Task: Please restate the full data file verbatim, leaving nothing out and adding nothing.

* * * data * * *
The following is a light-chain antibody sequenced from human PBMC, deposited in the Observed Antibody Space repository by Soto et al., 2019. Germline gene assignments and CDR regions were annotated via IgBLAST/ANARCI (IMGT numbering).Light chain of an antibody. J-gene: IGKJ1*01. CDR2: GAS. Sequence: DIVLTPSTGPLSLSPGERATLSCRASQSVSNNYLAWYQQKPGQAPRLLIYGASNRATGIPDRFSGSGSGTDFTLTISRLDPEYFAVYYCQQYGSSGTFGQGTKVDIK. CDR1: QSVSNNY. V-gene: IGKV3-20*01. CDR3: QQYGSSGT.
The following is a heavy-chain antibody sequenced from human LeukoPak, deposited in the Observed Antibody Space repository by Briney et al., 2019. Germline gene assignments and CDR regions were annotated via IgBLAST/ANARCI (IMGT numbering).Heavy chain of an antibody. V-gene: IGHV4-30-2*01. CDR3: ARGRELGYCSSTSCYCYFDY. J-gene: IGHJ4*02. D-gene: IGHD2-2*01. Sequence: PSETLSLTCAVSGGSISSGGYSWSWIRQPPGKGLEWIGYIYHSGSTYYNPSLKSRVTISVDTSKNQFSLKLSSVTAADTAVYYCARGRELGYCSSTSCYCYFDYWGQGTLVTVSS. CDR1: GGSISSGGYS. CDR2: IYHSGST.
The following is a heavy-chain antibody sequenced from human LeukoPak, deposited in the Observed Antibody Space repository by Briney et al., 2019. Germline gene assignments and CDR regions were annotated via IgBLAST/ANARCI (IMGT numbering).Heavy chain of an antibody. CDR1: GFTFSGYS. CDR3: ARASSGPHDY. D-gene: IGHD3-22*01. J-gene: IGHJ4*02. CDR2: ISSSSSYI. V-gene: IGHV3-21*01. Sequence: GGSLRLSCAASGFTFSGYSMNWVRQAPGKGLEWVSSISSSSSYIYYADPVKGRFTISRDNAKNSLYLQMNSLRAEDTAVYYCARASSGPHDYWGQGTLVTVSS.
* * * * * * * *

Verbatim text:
The following is a light-chain antibody sequenced from human PBMC, deposited in the Observed Antibody Space repository by Soto et al., 2019. Germline gene assignments and CDR regions were annotated via IgBLAST/ANARCI (IMGT numbering).Light chain of an antibody. J-gene: IGKJ1*01. CDR2: GAS. Sequence: DIVLTPSTGPLSLSPGERATLSCRASQSVSNNYLAWYQQKPGQAPRLLIYGASNRATGIPDRFSGSGSGTDFTLTISRLDPEYFAVYYCQQYGSSGTFGQGTKVDIK. CDR1: QSVSNNY. V-gene: IGKV3-20*01. CDR3: QQYGSSGT.
The following is a heavy-chain antibody sequenced from human LeukoPak, deposited in the Observed Antibody Space repository by Briney et al., 2019. Germline gene assignments and CDR regions were annotated via IgBLAST/ANARCI (IMGT numbering).Heavy chain of an antibody. V-gene: IGHV4-30-2*01. CDR3: ARGRELGYCSSTSCYCYFDY. J-gene: IGHJ4*02. D-gene: IGHD2-2*01. Sequence: PSETLSLTCAVSGGSISSGGYSWSWIRQPPGKGLEWIGYIYHSGSTYYNPSLKSRVTISVDTSKNQFSLKLSSVTAADTAVYYCARGRELGYCSSTSCYCYFDYWGQGTLVTVSS. CDR1: GGSISSGGYS. CDR2: IYHSGST.
The following is a heavy-chain antibody sequenced from human LeukoPak, deposited in the Observed Antibody Space repository by Briney et al., 2019. Germline gene assignments and CDR regions were annotated via IgBLAST/ANARCI (IMGT numbering).Heavy chain of an antibody. CDR1: GFTFSGYS. CDR3: ARASSGPHDY. D-gene: IGHD3-22*01. J-gene: IGHJ4*02. CDR2: ISSSSSYI. V-gene: IGHV3-21*01. Sequence: GGSLRLSCAASGFTFSGYSMNWVRQAPGKGLEWVSSISSSSSYIYYADPVKGRFTISRDNAKNSLYLQMNSLRAEDTAVYYCARASSGPHDYWGQGTLVTVSS.